Mol. Cells

WD Repeat Domain 1 Deficiency Inhibits Neointima Formation in Mice Carotid Artery by Modulation of Smooth Muscle Cell Migration and Proliferation

JiSheng Hu, ShangJing Pi, MingRui Xiong, ZhongYing Liu, Xia Huang, Ran An, TongCun Zhang, and BaiYin Yuan

Additional article information


The migration, dedifferentiation, and proliferation of vascular smooth muscle cells (VSMCs) are responsible for intimal hyperplasia, but the mechanism of this process has not been elucidated. WD repeat domain 1 (WDR1) promotes actin-depolymerizing factor (ADF)/cofilin-mediated depolymerization of actin filaments (F-actin). The role of WDR1 in neointima formation and progression is still unknown. A model of intimal thickening was constructed by ligating the left common carotid artery in Wdr1 deletion mice, and H&E staining showed that Wdr1 deficiency significantly inhibits neointima formation. We also report that STAT3 promotes the proliferation and migration of VSMCs by directly promoting WDR1 transcription. Mechanistically, we clarified that WDR1 promotes the proliferation and migration of VSMCs and neointima formation is regulated by the activation of the JAK2/STAT3/WDR1 axis.

Keywords: migration, neointima formation, proliferation, vascular smooth muscle cells, WD repeat domain 1


Vascular smooth muscle cells (VSMCs) are important participants in vascular pathological processes and are the predominant cell type in the arterial wall (Gomez and Owens, 2012; Ni et al., 2019; Owens et al., 2004). Proliferation and migration of VSMCs are key events in intimal hyperplasia (Allahverdian et al., 2018); these events are also prerequisites for diseases such as arteriosclerosis and restenosis after angioplasty (O'Brien et al., 2011; Xie et al., 2017). Under normal physiological conditions, VSMCs in the tunica media remain in a stationary state (Xie et al., 2017). In response to stimuli such as hypoxia and injury, VSMCs undergo a phenotypic transformation and proliferate (Intengan and Schiffrin, 2000; Xie et al., 2011). VSMCs also secrete extracellular matrix components, resulting in the intimal hyperplasia and vascular lumen stenosis that comprise neointima formation (Dzau et al., 2002; Jonasson et al., 1988; Marx and Marks, 2001; Weintraub, 2007).

Under physiological conditions, assembly and depolymerization of actin filaments coincide and maintain a balance, which is known as actin dynamics (Yuan et al., 2018). Cell motility and growth are inseparable from actin dynamics, and this process is regulated by various actin-binding proteins (Cooper and Schafer, 2000). Many factors are involved in depolymerization, such as actin-depolymerizing factor (ADF)/cofilin and WD repeat domain 1 (WDR1) (Bamburg, 1999; Cooper and Schafer, 2000). ADF/cofilin plays a crucial role in actin cleavage and depolymerization (Bravo-Cordero et al., 2013). WDR1 is a major cofactor for ADF/cofilin and promotes ADF/cofilin-mediated depolymerization of actin filaments (F-actin), thereby regulating the balance between actin depolymerization and assembly (Lee and Dominguez, 2010; Xu et al., 2015). WDR1-regulated actin dynamics directly affect cellular processes such as migration, cell-cell junction maintenance, and proliferation (Collazo et al., 2014; Lee et al., 2016). High expression of Wdr1 in breast cancer cells can promote migration and proliferation (Lee et al., 2016). In previous work, we found that the deletion of Wdr1 seriously affects the migration of adenocarcinoma human alveolar basal epithelial cells (Yuan et al., 2018). Deletion of Wdr1 causes embryonic lethality (Hu et al., 2018), and loss of Wdr1 in adult mouse heart tissue leads to cardiac hypertrophy (Huang et al., 2019). However, the role of WDR1 in smooth muscle cells and the development of intimal hyperplasia has yet to be elucidated.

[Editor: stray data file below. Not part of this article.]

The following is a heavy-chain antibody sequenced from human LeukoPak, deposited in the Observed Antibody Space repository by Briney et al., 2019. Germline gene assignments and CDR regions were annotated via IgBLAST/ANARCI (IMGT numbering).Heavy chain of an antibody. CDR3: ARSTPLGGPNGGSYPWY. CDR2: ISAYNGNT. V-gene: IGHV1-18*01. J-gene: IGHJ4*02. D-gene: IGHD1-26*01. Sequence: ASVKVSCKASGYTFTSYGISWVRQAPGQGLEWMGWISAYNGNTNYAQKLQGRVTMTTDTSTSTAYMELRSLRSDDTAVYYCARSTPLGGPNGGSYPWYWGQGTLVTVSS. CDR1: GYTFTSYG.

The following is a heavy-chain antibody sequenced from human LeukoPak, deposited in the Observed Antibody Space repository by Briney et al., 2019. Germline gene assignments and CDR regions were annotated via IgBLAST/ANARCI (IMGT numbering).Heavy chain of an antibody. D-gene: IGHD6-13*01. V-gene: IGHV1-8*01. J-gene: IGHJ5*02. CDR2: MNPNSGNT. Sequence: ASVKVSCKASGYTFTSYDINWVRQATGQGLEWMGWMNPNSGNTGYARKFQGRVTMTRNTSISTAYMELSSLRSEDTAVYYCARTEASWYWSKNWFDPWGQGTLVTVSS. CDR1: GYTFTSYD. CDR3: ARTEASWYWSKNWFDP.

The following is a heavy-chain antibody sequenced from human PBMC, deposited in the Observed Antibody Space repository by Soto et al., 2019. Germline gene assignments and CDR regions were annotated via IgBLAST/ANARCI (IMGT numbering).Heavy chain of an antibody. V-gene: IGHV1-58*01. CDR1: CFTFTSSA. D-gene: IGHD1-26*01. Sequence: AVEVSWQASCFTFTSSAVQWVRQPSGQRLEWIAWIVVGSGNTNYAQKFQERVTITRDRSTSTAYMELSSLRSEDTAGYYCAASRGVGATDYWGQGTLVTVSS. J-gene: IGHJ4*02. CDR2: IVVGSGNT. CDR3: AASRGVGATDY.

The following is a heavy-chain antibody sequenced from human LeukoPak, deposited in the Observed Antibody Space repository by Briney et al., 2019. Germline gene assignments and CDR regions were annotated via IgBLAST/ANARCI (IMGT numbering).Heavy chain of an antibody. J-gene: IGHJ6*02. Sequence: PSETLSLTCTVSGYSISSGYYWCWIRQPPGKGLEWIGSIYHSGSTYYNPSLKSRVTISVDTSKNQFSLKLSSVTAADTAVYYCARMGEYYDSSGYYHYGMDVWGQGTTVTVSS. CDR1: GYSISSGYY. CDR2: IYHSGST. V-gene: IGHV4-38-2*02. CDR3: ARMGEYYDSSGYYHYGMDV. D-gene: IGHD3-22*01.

Signal transducer and activator of transcription 3 (STAT3) is an important component of the Janus kinase (JAK/STAT) signaling pathway (Qi et al., 2016), which is involved in inflammation, as well as various cellular processes such as division, proliferation, drug resistance, and apoptosis (Fu et al., 2012; Hirano et al., 2000; Jackson and Ceresa, 2017; Limagne et al., 2017; Tripathi et al., 2017; Zulkifli et al., 2017). Binding of an extracellular signaling molecule (e.g., interleukin-6 [IL-6]) to its corresponding receptor on the cell surface induces the phosphorylation of JAK and its downstream transcription factor STATs (e.g., the IL-6/JAK/STAT3 pathway) (Chang et al., 2013; Johnson et al., 2018). Phosphorylated STAT3 forms homologous or heterologous dimers and then translocates to the nucleus (Souissi et al., 2011). STAT3 regulates the expression of downstream genes that are associated with growth, drug resistance, and inflammation, such as STK35, AKT2, and COX-2 (Kou et al., 2011; Qi et al., 2016; Wu et al., 2018). Studies have shown that STAT3 is crucial to neointima formation (Kovacic et al., 2010; Seki et al., 2000). However, the relationship between STAT3 and WDR1 and transcriptional regulation during vascular injury repair is unclear.